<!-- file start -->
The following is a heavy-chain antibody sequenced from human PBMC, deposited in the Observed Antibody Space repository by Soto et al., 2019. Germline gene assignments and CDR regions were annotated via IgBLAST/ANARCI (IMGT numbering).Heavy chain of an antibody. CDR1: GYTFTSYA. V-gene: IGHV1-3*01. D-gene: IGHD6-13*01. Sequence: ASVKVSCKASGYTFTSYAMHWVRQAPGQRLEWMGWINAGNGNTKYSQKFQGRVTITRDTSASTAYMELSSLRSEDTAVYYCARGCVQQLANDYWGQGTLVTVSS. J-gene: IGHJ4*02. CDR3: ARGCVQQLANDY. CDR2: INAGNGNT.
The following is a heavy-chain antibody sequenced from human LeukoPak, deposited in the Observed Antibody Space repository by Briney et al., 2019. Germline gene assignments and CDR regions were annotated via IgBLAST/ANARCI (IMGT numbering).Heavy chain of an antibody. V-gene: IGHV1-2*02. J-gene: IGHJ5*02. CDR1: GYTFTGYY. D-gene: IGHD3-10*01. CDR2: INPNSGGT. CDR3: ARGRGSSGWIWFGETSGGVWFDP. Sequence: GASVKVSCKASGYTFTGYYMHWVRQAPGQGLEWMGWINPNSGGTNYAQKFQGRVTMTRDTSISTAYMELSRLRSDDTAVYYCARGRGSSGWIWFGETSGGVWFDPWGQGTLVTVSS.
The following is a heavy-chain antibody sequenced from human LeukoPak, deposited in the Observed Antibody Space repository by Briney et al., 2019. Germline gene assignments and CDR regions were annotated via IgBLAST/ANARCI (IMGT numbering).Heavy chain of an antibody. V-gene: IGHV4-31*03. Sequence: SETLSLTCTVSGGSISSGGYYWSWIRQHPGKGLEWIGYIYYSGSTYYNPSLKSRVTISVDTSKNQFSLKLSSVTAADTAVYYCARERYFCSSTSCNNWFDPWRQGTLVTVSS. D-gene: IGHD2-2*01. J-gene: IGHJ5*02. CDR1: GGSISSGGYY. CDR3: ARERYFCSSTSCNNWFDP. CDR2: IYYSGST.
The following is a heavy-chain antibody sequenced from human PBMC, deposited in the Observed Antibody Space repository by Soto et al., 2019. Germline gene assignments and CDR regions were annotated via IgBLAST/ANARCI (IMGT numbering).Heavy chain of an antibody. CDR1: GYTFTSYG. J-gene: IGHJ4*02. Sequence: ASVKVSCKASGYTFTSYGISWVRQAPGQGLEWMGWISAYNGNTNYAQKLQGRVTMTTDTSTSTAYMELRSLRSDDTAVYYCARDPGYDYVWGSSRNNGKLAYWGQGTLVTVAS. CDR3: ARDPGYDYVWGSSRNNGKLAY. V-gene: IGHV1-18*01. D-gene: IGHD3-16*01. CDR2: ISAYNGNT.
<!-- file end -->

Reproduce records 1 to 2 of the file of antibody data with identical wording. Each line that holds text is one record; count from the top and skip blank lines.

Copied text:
The following is a heavy-chain antibody sequenced from human PBMC, deposited in the Observed Antibody Space repository by Soto et al., 2019. Germline gene assignments and CDR regions were annotated via IgBLAST/ANARCI (IMGT numbering).Heavy chain of an antibody. CDR1: GYTFTSYA. V-gene: IGHV1-3*01. D-gene: IGHD6-13*01. Sequence: ASVKVSCKASGYTFTSYAMHWVRQAPGQRLEWMGWINAGNGNTKYSQKFQGRVTITRDTSASTAYMELSSLRSEDTAVYYCARGCVQQLANDYWGQGTLVTVSS. J-gene: IGHJ4*02. CDR3: ARGCVQQLANDY. CDR2: INAGNGNT.
The following is a heavy-chain antibody sequenced from human LeukoPak, deposited in the Observed Antibody Space repository by Briney et al., 2019. Germline gene assignments and CDR regions were annotated via IgBLAST/ANARCI (IMGT numbering).Heavy chain of an antibody. V-gene: IGHV1-2*02. J-gene: IGHJ5*02. CDR1: GYTFTGYY. D-gene: IGHD3-10*01. CDR2: INPNSGGT. CDR3: ARGRGSSGWIWFGETSGGVWFDP. Sequence: GASVKVSCKASGYTFTGYYMHWVRQAPGQGLEWMGWINPNSGGTNYAQKFQGRVTMTRDTSISTAYMELSRLRSDDTAVYYCARGRGSSGWIWFGETSGGVWFDPWGQGTLVTVSS.